After coming to the realization that Sacca isn’t simply looking for a revenue-building business, Blumberg has learned one of the first lessons of startup: will you make your investors rich? Revenue is not the vehicle to get there. Becoming acquired is the only way to really get an investor excited. “What’s your exit? Who will acquire you?” is the question you need to answer when you want someone else’s venture capital. He gets a second opportunity to pitch when Sacca sends him to partner at lowercase ventures, Matt Mazzeo.

“Investors want to be part of something large,” Blumberg’s friends advise him as he prepares for this meeting. The collaborative practice session is painful to listen to, as the crew focuses on what shitty words will be packed into his horrible business tagline pitch. Company name: providing grandiose adverb adjective solutions for grandiose adverb adjective consumers is about to put the next investor to sleep as well.

4. I Love It, But Change It

“There are questions here that you need to assess,” Mazzeo advises him. “In my mind, I think you can build a larger audience.” Mazzeo also thinks that this idea is not considering all tech avenues available to him, and that he should consider the breakthrough opportunities available to become truly innovative. “Podcasts are still the same old mp3s that they’ve always been,” Blumberg admits. “Podcasting hasn’t broken out into the broader mainstream,” Mazzeo adds.

Blumberg has to identify and discern among the ideas that he collects from investors. Should he look into creating a tech differentiator, rather than simply the journalistic offering he is hoping to provide? He wouldn’t be the first founder to change his great idea and move on to be an enormously successful business.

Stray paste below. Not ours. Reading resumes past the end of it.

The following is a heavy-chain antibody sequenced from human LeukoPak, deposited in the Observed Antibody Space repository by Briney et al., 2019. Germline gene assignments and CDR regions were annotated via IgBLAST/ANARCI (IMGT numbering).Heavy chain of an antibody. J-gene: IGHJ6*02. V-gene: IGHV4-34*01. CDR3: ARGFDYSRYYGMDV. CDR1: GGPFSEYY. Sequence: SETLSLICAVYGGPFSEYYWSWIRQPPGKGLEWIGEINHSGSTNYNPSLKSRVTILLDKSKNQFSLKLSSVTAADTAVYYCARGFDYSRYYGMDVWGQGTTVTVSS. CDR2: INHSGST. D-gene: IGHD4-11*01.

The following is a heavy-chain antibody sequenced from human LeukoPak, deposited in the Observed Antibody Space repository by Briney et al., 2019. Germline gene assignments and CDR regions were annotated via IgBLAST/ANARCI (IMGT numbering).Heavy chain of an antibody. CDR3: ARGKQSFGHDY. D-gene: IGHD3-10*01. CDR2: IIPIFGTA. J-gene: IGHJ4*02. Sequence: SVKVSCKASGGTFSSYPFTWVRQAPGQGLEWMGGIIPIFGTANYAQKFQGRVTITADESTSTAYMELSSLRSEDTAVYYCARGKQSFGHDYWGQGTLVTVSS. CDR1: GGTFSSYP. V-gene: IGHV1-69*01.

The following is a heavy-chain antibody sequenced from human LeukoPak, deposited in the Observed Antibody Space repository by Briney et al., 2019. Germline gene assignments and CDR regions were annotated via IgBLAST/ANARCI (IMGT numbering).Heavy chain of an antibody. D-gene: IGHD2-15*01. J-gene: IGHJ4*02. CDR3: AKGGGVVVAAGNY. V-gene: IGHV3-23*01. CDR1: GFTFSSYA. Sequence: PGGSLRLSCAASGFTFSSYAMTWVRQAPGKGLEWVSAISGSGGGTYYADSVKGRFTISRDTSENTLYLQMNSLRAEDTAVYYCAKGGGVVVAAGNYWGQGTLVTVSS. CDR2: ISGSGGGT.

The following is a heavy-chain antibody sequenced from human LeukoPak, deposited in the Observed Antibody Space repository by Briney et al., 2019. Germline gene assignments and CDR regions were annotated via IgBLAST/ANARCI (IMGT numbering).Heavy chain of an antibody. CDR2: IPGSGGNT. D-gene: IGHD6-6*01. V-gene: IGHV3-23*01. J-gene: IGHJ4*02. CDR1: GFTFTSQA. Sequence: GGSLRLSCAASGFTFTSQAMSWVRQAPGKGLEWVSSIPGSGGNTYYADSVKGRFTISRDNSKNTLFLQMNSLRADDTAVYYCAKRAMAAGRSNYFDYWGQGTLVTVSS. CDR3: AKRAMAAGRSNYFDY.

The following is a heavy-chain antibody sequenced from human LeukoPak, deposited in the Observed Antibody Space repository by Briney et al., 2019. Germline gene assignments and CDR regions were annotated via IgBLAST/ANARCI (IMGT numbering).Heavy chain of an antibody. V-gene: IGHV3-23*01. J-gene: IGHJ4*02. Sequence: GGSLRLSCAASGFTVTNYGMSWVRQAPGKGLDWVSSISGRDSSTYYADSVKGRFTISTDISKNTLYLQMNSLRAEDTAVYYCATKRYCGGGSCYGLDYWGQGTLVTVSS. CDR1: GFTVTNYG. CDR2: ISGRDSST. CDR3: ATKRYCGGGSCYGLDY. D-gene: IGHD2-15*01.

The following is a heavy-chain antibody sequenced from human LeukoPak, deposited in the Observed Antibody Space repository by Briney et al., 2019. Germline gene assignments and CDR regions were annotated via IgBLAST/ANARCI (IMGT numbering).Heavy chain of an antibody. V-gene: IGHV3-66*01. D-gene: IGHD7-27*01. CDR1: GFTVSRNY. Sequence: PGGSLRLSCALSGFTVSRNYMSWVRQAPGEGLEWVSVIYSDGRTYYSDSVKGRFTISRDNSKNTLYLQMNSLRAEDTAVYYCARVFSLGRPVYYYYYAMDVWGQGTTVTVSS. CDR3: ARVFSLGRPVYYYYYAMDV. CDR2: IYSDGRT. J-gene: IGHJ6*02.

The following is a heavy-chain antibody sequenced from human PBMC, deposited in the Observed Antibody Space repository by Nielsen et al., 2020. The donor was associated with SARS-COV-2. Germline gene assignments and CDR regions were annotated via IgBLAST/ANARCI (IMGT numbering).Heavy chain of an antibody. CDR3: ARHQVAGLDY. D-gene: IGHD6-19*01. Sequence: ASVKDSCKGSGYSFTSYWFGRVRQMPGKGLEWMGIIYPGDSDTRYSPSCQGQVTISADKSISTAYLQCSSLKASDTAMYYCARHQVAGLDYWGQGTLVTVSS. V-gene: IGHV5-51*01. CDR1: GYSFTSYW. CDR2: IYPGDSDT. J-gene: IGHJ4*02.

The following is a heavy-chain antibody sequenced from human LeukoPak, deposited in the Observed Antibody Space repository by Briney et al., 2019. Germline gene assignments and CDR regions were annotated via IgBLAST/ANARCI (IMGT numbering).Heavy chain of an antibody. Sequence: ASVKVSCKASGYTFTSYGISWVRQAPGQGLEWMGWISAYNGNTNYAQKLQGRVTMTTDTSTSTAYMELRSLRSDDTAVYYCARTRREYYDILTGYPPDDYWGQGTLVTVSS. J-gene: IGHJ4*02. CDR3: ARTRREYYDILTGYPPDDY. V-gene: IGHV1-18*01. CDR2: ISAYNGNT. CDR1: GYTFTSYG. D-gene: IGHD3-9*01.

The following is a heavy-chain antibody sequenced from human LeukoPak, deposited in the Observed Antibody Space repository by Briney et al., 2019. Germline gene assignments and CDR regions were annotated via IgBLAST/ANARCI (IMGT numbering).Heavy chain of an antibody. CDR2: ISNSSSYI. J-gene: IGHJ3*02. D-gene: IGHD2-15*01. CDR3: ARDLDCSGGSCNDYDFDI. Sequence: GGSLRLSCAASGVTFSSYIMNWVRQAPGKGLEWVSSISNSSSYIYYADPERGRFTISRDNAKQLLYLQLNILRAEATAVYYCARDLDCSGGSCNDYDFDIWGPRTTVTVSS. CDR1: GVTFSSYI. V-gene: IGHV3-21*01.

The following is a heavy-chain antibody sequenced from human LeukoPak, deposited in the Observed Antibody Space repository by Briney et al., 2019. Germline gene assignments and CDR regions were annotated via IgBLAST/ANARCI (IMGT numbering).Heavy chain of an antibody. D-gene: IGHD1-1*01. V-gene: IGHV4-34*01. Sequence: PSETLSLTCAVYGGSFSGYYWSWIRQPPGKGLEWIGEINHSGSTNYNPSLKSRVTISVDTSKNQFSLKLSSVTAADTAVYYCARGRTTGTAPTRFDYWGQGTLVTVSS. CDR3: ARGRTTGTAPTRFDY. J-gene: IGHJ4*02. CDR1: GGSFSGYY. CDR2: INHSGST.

5. Startups Are a Team Sport

The stresses of family life and starting a business, in addition to the advice that many more investors give him, brings Blumberg to realize that he needs a business partner. As he presents this awkwardly-worded and emotionally-laden proposal to future cofounder Matt Lieber, Lieber acknowledges that, “it is a marriage of sorts.”

But it’s a marriage with very difficult, and somewhat hurtful, conversations and realities that must be acknowledged. In early equity negotiations, everyone has an opinion, and no one is right. Lieber shares his reaction to Blumberg’s initial offering: “There is a subtext to ‘I am key to the success of this company’, which is, ‘and you are not.'”


This is an ongoing journey, one that will resonate with every startup founder and early team member. Gimlet Media has added a second podcast to the network, and recently completed their fundraising round which included a crowdfunding portion from listeners.


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Previously the Managing Editor at Tech.Co, Ann Diab has a background of launching and nurturing of startups and tech companies. Empowering and educating entrepreneurs and startups to better productivity and culture is her passion. Growth Manager at WorkingOn to enable folks all over the world to enjoy work and improve communication. Follow me on Twitter.